President Trump meets with business leaders in January; Under Armor CEO Kevin Plank is seated to the right of Steve Bannon. (Getty)

Months of anti-immigrant rhetoric, followed by explicit anti-immigrant polices, coupled with tacit approval of white nationalism, proved inconsequential to the three CEOs who have announce their departure from President Trump’s manufacturing council.

They were, however, pushed into a corner when Trump’s deliberately phrased tweet failed to denounce white extremism in his initial statement on the domestic terror attack in Charlottesville, VA, on Saturday.

On Sunday evening the CEO of pharmaceutical giant Merck, Kenneth C. Frazier, resigned from Trump’s manufacturing council. Frazier cited a “personal responsibility to take a stand against intolerance and extremism” in an announcement shared to Twitter.

Before he even denounced the white nationalists who descended on Charlottesville, Trump attacked Frazier with an early morning tweet. When Trump finally did deliver a supposed “condemnation” of Saturday’s domestic terrorist attack, it was as painfully disingenuous and obviously no choice of his own.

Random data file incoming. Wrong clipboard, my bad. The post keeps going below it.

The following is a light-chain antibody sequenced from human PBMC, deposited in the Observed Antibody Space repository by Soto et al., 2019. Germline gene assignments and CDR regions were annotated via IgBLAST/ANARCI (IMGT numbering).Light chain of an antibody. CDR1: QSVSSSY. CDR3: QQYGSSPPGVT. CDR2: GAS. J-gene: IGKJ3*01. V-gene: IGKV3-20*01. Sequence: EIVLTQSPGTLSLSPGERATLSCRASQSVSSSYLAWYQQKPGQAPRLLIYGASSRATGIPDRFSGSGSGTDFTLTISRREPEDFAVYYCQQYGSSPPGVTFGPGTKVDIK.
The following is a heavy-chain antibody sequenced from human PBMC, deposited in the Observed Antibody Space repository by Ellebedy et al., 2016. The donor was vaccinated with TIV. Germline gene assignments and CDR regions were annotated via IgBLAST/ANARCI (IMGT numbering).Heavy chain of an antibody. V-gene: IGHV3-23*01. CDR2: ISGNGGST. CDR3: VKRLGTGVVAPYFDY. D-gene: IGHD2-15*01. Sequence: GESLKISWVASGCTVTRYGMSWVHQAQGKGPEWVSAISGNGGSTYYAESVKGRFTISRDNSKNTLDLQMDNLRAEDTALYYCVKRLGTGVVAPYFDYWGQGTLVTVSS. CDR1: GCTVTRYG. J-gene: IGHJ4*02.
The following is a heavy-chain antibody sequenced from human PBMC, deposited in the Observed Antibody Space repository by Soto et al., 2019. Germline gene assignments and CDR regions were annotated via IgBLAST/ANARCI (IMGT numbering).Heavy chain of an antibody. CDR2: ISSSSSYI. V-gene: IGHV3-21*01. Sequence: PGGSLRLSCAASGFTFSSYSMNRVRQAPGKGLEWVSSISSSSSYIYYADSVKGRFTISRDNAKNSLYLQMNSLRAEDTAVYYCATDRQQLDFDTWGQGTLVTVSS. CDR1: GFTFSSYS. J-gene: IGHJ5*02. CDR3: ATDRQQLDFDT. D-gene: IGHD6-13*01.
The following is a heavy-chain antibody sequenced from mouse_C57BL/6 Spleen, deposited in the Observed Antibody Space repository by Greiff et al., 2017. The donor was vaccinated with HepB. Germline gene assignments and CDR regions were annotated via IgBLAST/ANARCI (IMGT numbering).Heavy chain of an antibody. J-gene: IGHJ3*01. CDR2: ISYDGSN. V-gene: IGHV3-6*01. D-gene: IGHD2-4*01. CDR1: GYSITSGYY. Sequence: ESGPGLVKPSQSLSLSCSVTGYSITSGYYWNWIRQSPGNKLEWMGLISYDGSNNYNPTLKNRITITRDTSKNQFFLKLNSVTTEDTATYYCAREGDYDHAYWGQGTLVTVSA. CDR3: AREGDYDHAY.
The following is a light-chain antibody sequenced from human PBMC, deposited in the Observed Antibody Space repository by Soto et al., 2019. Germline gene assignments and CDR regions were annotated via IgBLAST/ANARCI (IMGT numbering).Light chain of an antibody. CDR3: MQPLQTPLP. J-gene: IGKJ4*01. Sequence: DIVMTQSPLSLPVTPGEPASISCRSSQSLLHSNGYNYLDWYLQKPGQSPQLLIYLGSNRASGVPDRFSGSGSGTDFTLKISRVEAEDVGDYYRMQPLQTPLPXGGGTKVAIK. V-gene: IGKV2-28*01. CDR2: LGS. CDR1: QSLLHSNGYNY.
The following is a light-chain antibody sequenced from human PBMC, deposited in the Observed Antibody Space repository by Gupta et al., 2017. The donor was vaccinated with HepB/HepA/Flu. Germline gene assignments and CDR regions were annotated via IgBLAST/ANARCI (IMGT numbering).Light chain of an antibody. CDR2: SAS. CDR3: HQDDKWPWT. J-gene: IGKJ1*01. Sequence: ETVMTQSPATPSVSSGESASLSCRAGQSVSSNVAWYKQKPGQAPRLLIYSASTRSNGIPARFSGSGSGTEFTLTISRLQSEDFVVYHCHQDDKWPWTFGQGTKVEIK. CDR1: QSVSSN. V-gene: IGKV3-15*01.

By Monday evening, two CEOs who sat on the council joined Frazier in resigning. Kevin Plank, the CEO of Under Armor, announced that he was “stepping down” from the America Manufacturing Council with a vague statement on Twitter. Plank refrained from actually condemning Trump (and white nationalism), instead he said Under Armor will stick to sports.

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Good for you, Kevin, but this doesn’t count as a decrying Trump’s blatant denial of white extremism — if Under Armor doesn’t “engage” in politics, maybe don’t join the President of the United States’ Manufacturing Council in the first place?

Following Plank and Frazier in resigning was Brian Krzanich, the CEO of Intel. In a statement Krzanich suggested he was not only appalled by Trump’s handling of Saturday’s attack, but the decline of American democracy.

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“I resigned because I want to make progress, while many in Washington seem more concerned with attacking anyone who disagrees with them.,” Krzanich said. “It is clear even to me that nearly every issue is now politicized to the point where significant progress is impossible. Promoting American manufacturing should not be a political issue.”

Despite their dramatic exits, there’s nothing really that admirable about Frazier, Plank, and Kraznich’s decision to leave Trump’s council — they joined because they saw an opportunity to butter up the president and left because they realized it was bad press to remain.